The parking lot Blake rents for students to park in has been in and out of the spotlight because of crime rates in the past few years. Thankfully, it’s less of an issue this year but lead security guard Rio Hanson still has some pointers for students to follow in order to minimize their chances of being the target of a carjacking, which she explained at an assembly earlier this year. “[The break in rate] is a bit higher just because we were not quick to deliver the message to students to have common sense and not put valuables in the car within eyeshot of people walking past. Since we’ve had that assembly meeting, we’ve had no break-ins.” At the assembly, Rio asked students to lock their cars. 

While the security team works very hard to keep the parking lot safe, there’s only so much they can do, so it’s ultimately up to the students to make sure their vehicles are safe. These are very easy and important things to do.  The few seconds it takes to make sure your car is locked or that you didn’t leave your Airpods sitting out on the dashboard will save you hours of panic and worry about if your car is safe.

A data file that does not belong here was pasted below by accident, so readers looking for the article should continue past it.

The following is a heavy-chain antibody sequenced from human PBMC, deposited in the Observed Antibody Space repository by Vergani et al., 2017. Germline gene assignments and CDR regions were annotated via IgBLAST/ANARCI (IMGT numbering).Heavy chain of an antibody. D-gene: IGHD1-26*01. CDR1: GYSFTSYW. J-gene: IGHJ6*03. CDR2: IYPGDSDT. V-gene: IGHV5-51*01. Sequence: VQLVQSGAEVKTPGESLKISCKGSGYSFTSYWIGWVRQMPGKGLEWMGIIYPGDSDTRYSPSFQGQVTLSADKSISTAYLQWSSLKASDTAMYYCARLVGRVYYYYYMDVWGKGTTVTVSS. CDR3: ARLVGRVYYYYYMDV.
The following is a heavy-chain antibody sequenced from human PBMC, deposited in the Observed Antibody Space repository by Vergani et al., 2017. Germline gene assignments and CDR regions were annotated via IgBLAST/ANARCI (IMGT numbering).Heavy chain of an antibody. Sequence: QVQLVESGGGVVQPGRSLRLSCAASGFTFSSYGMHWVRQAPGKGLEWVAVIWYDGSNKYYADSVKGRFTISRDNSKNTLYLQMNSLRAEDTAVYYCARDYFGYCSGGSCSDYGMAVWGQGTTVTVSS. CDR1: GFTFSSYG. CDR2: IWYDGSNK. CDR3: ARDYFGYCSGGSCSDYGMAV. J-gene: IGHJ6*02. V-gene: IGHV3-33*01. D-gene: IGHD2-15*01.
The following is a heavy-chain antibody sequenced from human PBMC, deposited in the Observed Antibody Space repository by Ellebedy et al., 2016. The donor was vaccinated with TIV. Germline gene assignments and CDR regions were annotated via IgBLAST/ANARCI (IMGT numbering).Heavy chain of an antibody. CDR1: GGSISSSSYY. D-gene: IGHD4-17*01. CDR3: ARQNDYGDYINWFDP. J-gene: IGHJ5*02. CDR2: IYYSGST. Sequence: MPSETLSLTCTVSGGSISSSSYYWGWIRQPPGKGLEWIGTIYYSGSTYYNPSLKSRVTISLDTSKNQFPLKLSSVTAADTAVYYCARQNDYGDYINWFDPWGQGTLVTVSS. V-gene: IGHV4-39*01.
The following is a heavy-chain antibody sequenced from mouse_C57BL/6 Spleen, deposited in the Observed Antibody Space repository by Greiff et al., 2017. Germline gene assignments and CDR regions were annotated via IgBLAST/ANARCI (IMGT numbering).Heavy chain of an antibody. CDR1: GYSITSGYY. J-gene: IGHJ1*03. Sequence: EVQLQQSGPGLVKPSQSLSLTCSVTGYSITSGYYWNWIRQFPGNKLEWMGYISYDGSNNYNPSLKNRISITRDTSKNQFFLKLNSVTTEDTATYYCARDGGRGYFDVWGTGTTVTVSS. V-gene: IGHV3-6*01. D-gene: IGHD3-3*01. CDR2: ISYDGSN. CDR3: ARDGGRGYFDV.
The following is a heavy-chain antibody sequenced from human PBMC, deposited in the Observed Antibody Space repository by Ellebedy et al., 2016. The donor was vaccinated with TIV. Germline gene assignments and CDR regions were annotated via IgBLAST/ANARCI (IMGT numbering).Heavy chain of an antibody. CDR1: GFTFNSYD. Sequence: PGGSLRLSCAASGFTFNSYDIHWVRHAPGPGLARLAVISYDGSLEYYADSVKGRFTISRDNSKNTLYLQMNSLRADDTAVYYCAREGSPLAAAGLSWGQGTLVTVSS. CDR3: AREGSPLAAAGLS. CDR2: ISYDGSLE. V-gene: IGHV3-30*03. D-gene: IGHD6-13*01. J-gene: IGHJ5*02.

Blake Bad Parking

From an Instagram account showcasing poor parking jobs, to routine accidents, the student parking lot has received a lot of attention. The account @blakeparking shared nine posts of students’ cars parked crooked and in between spots before becoming inactive. Though the posts served as comedic relief for most students, it exposed the blatant issue of students disregarding the basic courtesy of parking within the lines. Being able to successfully park, and correct parking by straightening out, is a necessary skill. Ellie Schifman ‘24, a pro-parker, gives tips on how to park well, saying, “I think that it just takes a lot of practice to get good at.”